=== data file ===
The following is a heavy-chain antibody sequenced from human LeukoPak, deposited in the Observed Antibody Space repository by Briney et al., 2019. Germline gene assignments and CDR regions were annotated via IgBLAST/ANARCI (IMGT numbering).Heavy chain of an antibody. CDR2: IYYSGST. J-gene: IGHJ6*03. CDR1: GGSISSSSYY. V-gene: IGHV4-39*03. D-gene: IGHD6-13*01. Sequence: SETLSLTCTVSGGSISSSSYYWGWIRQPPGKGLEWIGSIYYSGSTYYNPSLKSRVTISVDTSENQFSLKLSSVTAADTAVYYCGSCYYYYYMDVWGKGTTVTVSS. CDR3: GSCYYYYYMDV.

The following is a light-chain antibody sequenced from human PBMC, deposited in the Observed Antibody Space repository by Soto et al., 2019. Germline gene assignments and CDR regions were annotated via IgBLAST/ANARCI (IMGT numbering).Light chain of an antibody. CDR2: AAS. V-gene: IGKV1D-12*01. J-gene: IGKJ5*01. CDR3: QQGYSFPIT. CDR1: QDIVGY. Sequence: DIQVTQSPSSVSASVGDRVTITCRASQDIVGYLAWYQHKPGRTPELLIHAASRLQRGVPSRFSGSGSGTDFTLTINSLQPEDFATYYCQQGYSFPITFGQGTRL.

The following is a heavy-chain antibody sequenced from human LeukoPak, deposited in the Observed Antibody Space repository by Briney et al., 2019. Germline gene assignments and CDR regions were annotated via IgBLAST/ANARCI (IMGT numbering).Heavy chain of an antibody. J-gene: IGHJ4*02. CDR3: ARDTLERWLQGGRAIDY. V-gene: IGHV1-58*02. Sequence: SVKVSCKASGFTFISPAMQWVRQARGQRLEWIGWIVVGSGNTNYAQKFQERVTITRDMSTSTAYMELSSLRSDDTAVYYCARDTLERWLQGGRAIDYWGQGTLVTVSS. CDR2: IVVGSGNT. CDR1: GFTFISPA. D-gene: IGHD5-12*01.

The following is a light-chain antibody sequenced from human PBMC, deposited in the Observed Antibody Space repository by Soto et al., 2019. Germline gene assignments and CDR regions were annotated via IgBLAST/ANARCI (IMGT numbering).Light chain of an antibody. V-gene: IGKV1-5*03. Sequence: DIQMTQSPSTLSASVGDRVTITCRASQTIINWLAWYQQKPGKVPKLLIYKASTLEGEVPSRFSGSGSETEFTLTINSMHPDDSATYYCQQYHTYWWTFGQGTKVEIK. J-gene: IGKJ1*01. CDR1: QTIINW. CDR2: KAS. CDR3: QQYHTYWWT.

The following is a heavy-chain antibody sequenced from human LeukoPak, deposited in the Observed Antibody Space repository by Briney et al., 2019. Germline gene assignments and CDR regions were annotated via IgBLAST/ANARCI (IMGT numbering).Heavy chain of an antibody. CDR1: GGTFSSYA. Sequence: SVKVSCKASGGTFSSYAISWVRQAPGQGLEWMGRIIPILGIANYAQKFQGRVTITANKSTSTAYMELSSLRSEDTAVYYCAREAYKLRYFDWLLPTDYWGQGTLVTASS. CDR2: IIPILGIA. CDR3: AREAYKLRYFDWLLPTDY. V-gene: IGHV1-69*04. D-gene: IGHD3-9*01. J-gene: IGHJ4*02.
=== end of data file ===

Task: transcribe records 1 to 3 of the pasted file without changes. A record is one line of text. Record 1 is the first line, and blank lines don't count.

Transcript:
The following is a heavy-chain antibody sequenced from human LeukoPak, deposited in the Observed Antibody Space repository by Briney et al., 2019. Germline gene assignments and CDR regions were annotated via IgBLAST/ANARCI (IMGT numbering).Heavy chain of an antibody. CDR2: IYYSGST. J-gene: IGHJ6*03. CDR1: GGSISSSSYY. V-gene: IGHV4-39*03. D-gene: IGHD6-13*01. Sequence: SETLSLTCTVSGGSISSSSYYWGWIRQPPGKGLEWIGSIYYSGSTYYNPSLKSRVTISVDTSENQFSLKLSSVTAADTAVYYCGSCYYYYYMDVWGKGTTVTVSS. CDR3: GSCYYYYYMDV.

The following is a light-chain antibody sequenced from human PBMC, deposited in the Observed Antibody Space repository by Soto et al., 2019. Germline gene assignments and CDR regions were annotated via IgBLAST/ANARCI (IMGT numbering).Light chain of an antibody. CDR2: AAS. V-gene: IGKV1D-12*01. J-gene: IGKJ5*01. CDR3: QQGYSFPIT. CDR1: QDIVGY. Sequence: DIQVTQSPSSVSASVGDRVTITCRASQDIVGYLAWYQHKPGRTPELLIHAASRLQRGVPSRFSGSGSGTDFTLTINSLQPEDFATYYCQQGYSFPITFGQGTRL.

The following is a heavy-chain antibody sequenced from human LeukoPak, deposited in the Observed Antibody Space repository by Briney et al., 2019. Germline gene assignments and CDR regions were annotated via IgBLAST/ANARCI (IMGT numbering).Heavy chain of an antibody. J-gene: IGHJ4*02. CDR3: ARDTLERWLQGGRAIDY. V-gene: IGHV1-58*02. Sequence: SVKVSCKASGFTFISPAMQWVRQARGQRLEWIGWIVVGSGNTNYAQKFQERVTITRDMSTSTAYMELSSLRSDDTAVYYCARDTLERWLQGGRAIDYWGQGTLVTVSS. CDR2: IVVGSGNT. CDR1: GFTFISPA. D-gene: IGHD5-12*01.